But Sarah, you say, you have that too. How else are you supposed to fight in the trenches of the culture war?
Waggles hand. In a way. Maybe. But it’s more that I’m at the forefront of admitting that we went very wrong somewhere, that utopia doesn’t exist, and that it’s time to go back to a more realistic approach to society.
That kind of looks like remaking the world if you squint really hard. In fact it is the thing that got my brother’s generation to hate mine when we were young. We were as reviled as millenials are now but for different reasons: we weren’t idealistic. We didn’t want to make things fairer. We were materialistic. We just wanted to make money.
It wasn’t precisely true. But coming to adulthood in the late seventies and early eighties, when Europe and the US had run off their legs economically, and with leftist governments restricting growth so that there were no jobs and houses were unaffordable, we were forced to be more realistic. We took jobs, any jobs. And we worked our asses off. And yes, we aimed to climb. And we put up with all sorts of unreasonable demands (which might not have helped the corporations stay connected to reality.)
So, back to the corporations.
There is a lot of talk about how corporations are evil. There has always been, as far as I’ve been alive.
It’s a little stupid and ignores the fact that corporations are people. (Yes, like soylent green.) Most corporations are quite small. Yeh family publishing business is a corporation, because it makes everything easier, including having a single publisher, and eventually inheritance of copyrights.
But the view of business as inimical, and the military as inimical was imbibed by the boomers with mother’s milk. To an extent business and the military (rather than ideologies divorced from the real world, facilitated by a society rich enough to be out of touch) were blamed for the European long war.
So when they finally joined business, it was viewed as a sell out, and it was almost immediately followed by a determination to change it from the within.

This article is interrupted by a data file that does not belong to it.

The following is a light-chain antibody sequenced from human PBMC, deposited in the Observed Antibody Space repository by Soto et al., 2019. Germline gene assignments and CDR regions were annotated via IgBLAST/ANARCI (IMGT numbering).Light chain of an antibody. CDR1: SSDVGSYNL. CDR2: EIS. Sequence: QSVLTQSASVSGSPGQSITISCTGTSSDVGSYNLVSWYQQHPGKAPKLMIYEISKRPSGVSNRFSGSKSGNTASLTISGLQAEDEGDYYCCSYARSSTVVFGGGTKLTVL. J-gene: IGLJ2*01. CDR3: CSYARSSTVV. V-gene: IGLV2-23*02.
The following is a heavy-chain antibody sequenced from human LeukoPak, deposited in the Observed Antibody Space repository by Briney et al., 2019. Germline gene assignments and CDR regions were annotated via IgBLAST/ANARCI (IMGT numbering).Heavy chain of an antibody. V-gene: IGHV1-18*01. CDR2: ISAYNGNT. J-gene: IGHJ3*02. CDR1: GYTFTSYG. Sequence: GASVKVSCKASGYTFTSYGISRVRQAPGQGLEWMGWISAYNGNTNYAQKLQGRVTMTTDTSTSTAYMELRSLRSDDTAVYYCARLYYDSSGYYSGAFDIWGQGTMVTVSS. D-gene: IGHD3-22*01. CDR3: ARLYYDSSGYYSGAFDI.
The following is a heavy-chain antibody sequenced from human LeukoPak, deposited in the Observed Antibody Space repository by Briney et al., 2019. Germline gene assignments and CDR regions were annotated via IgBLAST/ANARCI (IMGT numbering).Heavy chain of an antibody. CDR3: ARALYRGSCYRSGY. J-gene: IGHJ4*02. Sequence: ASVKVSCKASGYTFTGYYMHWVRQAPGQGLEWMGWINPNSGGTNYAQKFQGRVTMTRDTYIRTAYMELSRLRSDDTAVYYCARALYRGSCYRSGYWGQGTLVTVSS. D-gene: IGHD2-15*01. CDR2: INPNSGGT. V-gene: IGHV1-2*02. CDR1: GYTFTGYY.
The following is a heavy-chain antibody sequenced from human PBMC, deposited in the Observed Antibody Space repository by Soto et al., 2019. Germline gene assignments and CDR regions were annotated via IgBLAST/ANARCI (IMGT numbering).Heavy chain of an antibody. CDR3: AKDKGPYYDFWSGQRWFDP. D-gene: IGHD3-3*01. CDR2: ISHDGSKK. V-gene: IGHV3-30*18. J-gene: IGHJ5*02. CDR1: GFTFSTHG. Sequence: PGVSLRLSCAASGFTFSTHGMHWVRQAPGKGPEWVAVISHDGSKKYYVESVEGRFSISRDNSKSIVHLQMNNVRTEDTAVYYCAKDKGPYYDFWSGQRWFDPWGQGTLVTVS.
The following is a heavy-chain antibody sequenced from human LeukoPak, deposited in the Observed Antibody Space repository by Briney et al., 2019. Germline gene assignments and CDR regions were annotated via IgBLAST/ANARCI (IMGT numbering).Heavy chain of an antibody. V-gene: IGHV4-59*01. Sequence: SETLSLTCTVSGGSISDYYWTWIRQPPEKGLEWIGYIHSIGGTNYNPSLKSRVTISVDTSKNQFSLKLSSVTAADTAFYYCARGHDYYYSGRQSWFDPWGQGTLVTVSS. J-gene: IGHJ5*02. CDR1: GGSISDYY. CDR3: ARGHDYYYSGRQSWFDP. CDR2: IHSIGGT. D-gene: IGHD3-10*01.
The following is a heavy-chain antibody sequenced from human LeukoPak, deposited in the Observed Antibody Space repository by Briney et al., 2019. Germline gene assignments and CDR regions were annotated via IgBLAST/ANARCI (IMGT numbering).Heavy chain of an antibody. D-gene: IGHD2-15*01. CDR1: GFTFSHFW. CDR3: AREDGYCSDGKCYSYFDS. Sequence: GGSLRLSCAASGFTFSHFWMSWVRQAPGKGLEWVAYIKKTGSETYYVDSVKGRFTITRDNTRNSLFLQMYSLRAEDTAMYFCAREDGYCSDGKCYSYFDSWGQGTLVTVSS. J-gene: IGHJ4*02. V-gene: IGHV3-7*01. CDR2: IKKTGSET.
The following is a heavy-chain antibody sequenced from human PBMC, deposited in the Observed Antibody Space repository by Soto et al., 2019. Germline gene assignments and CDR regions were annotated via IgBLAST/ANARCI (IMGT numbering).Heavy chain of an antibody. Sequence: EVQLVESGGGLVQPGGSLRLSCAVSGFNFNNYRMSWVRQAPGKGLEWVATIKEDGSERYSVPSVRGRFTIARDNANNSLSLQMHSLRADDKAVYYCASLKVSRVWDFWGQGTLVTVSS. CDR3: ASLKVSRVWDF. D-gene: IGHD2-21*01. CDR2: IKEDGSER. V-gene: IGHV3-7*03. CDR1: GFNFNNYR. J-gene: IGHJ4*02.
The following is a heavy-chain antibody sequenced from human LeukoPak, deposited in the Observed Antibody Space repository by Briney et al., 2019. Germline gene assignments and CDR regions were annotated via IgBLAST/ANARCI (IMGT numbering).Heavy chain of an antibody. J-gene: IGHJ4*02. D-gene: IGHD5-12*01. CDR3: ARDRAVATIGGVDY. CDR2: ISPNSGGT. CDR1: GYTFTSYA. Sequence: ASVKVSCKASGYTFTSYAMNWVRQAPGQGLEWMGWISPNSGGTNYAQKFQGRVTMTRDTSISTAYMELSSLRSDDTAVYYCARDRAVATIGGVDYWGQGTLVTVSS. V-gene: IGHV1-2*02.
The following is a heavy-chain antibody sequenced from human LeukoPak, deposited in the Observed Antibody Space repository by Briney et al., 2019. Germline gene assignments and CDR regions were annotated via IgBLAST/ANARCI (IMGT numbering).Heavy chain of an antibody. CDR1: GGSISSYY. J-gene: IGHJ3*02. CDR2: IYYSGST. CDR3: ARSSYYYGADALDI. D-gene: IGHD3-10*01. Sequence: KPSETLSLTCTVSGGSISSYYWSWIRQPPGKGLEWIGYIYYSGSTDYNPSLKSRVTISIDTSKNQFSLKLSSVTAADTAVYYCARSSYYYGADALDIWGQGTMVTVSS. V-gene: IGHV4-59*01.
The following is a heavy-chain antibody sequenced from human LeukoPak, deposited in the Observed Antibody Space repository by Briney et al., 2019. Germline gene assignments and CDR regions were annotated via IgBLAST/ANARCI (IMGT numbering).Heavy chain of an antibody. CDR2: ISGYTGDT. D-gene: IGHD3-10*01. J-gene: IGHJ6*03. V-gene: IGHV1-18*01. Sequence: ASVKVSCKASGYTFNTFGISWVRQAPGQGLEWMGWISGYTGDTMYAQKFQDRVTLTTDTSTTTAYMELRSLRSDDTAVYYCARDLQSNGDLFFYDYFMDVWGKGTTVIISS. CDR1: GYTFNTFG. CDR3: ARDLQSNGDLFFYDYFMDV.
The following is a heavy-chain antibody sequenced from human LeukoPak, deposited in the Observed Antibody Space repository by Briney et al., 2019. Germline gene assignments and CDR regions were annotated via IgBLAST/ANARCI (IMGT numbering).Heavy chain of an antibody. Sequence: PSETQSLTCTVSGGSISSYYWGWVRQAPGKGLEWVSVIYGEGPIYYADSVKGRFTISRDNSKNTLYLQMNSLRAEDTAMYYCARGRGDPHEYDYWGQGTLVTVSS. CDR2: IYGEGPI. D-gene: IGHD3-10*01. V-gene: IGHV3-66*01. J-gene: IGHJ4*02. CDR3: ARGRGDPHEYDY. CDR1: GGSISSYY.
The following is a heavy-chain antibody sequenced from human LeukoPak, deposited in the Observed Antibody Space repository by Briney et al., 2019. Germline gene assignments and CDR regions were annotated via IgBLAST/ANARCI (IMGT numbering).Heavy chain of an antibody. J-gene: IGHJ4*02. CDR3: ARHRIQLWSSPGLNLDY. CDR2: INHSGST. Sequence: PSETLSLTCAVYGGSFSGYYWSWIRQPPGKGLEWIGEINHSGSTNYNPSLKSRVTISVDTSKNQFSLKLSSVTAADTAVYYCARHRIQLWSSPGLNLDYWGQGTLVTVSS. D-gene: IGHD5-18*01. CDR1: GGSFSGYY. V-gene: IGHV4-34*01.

Almost all the hyper-politically-correct and, yes, often evil mega corps now had their origin with idealistic kids founding them or changing them to be more caring.
The problem is that business and social justice don’t mesh. Business wasn’t to blame for WWII. Business was just business. The wars weren’t a ploy of arms manufacturers. That’s not how this works. That’s not how any of this works.
It was easy after WWII to look around and thing “who got rich” and then blame the whole thing on the armaments industry.
But the war was the result of too much technological change too fast. It’s possible that it can’t happen without causing social convulsion and war. (And that’s what makes me shudder for where we are now.) The two always happen together.
And armaments manufacturers got rich because the weapons were needed.
There is no great conspiracy of business to cause war (unless it’s in the sense that wealth causes crazy ideologies, which cause war.)
The people who went into business, built it or took over went in with the exactly upside down idea.
“We’re going to create a just world through business.”
That’s not what commerce is. Commerce doesn’t have that kind of power. Yes, I’ve read all the crap about advertising causing needs. It’s crap.
It ignores all the new products that fail: most of them. Regardless of advertisement, you can’t make the dogs want the food.
It was great for assuaging the conscience pangs of the people who pushed for war in service of their crazy ideologies and their wish for power: we’re the good guys. It is business and the greed for money that creates war. Business can create any need it wants, let’s create a wonderful world.
Again, that’s not how it works. That’s not how any of this works.
To coin a phrase, business is the term for what we do together (eh.) It is a way to weld individuals into working for a mutual or collective purpose, that doesn’t involve the coercion of every one, or enslavement of every one.
Advertising is not a magical force. You can, yes, for a moment, briefly, make a product without purpose “popular” but all you’re creating is a bubble. And the next bubble will be harder, and the next harder.